I spent the last week in the Tampa Bay area of Florida on vacation. Tampa is quite the opposite of Seattle, the last major city I visited. I literally saw no bike commuters like I saw in Seattle and Bainbridge Island, where the ferries dropped cyclists off to pick up their bikes at a bike lock-up for a commute home, or anything like that.
The only bike commuters I saw in Tampa were obviously folks who couldn't afford a car, and the bikes they rode were generally dirt bikes of some kind - the kind we'd probably have called "BMX bikes" back when that craze was flying around. I even saw some of the old banana-seaters. And the entire concept of working with traffic was lost - most of them were glorified pedestrians. I never saw anyone on the street unless they were crossing it - and then they were usually jaywalking.
It was a bit depressing, obviously. As far as cities like Seattle (and hell, even Columbus) have come, there is much further to go in cities like Tampa.
A bright spot was Clearwater, where my family and I spent three days. Clearwater was a car haven, but it also had bike taxis, cyclists commuting out to the beach from Tampa (though on the sidewalk, which actually looked a bit like a multi-use path, and I'm not sure what the status of that path was, but I'm going to call it a sidewalk), and a few people cycling around just for fun.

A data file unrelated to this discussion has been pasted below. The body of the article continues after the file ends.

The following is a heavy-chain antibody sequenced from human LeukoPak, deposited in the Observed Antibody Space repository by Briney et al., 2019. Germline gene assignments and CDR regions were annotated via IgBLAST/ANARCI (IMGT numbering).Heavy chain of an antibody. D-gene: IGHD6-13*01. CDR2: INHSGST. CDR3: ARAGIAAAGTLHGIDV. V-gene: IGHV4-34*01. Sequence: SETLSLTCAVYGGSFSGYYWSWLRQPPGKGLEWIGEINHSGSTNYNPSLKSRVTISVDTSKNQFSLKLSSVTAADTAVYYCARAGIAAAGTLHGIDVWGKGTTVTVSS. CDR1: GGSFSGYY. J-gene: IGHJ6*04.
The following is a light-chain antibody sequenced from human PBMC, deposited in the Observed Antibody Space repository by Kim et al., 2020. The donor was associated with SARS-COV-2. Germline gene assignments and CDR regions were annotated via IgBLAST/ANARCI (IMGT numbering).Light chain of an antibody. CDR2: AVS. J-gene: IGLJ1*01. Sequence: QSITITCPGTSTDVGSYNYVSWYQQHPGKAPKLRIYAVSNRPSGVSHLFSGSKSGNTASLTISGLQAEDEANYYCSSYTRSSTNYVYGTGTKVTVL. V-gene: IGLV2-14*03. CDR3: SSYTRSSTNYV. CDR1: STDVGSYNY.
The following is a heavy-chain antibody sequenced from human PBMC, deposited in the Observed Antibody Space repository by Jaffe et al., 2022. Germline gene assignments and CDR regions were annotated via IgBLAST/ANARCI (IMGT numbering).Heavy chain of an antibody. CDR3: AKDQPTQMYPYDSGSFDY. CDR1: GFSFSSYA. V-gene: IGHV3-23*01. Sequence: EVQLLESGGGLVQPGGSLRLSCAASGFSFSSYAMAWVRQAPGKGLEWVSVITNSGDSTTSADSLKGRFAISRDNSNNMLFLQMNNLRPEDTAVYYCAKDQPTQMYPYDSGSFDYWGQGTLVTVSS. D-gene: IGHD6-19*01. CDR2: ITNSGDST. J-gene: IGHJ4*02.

And though we weren't there during a particularly busy time, there were also bike taxis in Ybor City, a part of Tampa Bay with a lot of Latino history and lots to see. We saw the taxis locked up in a parking garage, obviously waiting to look for business during cooler hours of the day.
I think the heat down there probably discourages a lot of folks. It was Africa-hot down there. But at the same time, I think that many folks would feel better IF they biked more often - I find that my tolerance for weather has increased since I started biking for transportation, and though Tampa would have been an extreme example of this, it still might help.